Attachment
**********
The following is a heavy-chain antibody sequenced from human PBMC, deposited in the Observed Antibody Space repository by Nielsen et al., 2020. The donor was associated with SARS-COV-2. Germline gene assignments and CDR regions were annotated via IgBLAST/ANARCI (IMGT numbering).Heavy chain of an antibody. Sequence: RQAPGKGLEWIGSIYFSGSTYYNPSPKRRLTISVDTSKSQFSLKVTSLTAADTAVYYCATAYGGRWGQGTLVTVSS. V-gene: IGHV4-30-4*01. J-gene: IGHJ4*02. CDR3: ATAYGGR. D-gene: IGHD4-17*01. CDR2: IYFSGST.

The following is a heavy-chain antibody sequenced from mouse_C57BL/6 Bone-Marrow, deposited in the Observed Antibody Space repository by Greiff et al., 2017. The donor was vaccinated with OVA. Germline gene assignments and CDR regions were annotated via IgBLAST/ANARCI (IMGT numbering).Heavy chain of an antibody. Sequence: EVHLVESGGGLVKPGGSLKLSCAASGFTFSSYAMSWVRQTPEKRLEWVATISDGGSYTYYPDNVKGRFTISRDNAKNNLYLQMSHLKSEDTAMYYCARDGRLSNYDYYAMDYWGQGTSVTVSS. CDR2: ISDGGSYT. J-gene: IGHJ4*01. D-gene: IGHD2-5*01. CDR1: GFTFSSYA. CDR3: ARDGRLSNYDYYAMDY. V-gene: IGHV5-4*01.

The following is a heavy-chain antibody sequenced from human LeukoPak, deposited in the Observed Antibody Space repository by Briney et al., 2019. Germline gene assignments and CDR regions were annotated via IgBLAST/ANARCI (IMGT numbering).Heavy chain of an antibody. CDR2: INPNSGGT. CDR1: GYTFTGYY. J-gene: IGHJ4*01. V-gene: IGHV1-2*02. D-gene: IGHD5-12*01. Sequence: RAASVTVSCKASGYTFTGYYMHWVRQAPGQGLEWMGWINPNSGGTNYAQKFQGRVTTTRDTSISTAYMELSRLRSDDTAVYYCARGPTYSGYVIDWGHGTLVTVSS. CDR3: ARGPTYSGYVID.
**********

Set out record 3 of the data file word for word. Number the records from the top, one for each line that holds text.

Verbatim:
The following is a heavy-chain antibody sequenced from human LeukoPak, deposited in the Observed Antibody Space repository by Briney et al., 2019. Germline gene assignments and CDR regions were annotated via IgBLAST/ANARCI (IMGT numbering).Heavy chain of an antibody. CDR2: INPNSGGT. CDR1: GYTFTGYY. J-gene: IGHJ4*01. V-gene: IGHV1-2*02. D-gene: IGHD5-12*01. Sequence: RAASVTVSCKASGYTFTGYYMHWVRQAPGQGLEWMGWINPNSGGTNYAQKFQGRVTTTRDTSISTAYMELSRLRSDDTAVYYCARGPTYSGYVIDWGHGTLVTVSS. CDR3: ARGPTYSGYVID.